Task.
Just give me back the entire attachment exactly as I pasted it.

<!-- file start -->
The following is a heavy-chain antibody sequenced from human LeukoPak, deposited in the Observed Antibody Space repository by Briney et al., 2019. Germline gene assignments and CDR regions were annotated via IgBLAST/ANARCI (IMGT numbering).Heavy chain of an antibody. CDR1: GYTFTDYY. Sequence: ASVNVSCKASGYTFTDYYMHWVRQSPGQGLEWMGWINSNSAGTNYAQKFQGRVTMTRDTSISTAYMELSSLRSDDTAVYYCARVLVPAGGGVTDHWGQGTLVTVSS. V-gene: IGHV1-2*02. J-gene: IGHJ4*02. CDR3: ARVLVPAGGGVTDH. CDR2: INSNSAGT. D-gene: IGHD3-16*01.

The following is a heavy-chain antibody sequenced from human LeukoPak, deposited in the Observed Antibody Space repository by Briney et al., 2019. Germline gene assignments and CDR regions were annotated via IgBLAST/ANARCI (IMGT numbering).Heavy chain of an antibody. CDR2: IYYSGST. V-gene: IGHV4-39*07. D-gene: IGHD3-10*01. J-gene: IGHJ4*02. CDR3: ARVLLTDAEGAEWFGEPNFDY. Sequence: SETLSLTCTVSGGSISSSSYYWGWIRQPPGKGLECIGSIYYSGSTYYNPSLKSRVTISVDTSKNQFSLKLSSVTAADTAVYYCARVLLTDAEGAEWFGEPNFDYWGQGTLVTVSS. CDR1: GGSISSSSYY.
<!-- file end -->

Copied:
The following is a heavy-chain antibody sequenced from human LeukoPak, deposited in the Observed Antibody Space repository by Briney et al., 2019. Germline gene assignments and CDR regions were annotated via IgBLAST/ANARCI (IMGT numbering).Heavy chain of an antibody. CDR1: GYTFTDYY. Sequence: ASVNVSCKASGYTFTDYYMHWVRQSPGQGLEWMGWINSNSAGTNYAQKFQGRVTMTRDTSISTAYMELSSLRSDDTAVYYCARVLVPAGGGVTDHWGQGTLVTVSS. V-gene: IGHV1-2*02. J-gene: IGHJ4*02. CDR3: ARVLVPAGGGVTDH. CDR2: INSNSAGT. D-gene: IGHD3-16*01.

The following is a heavy-chain antibody sequenced from human LeukoPak, deposited in the Observed Antibody Space repository by Briney et al., 2019. Germline gene assignments and CDR regions were annotated via IgBLAST/ANARCI (IMGT numbering).Heavy chain of an antibody. CDR2: IYYSGST. V-gene: IGHV4-39*07. D-gene: IGHD3-10*01. J-gene: IGHJ4*02. CDR3: ARVLLTDAEGAEWFGEPNFDY. Sequence: SETLSLTCTVSGGSISSSSYYWGWIRQPPGKGLECIGSIYYSGSTYYNPSLKSRVTISVDTSKNQFSLKLSSVTAADTAVYYCARVLLTDAEGAEWFGEPNFDYWGQGTLVTVSS. CDR1: GGSISSSSYY.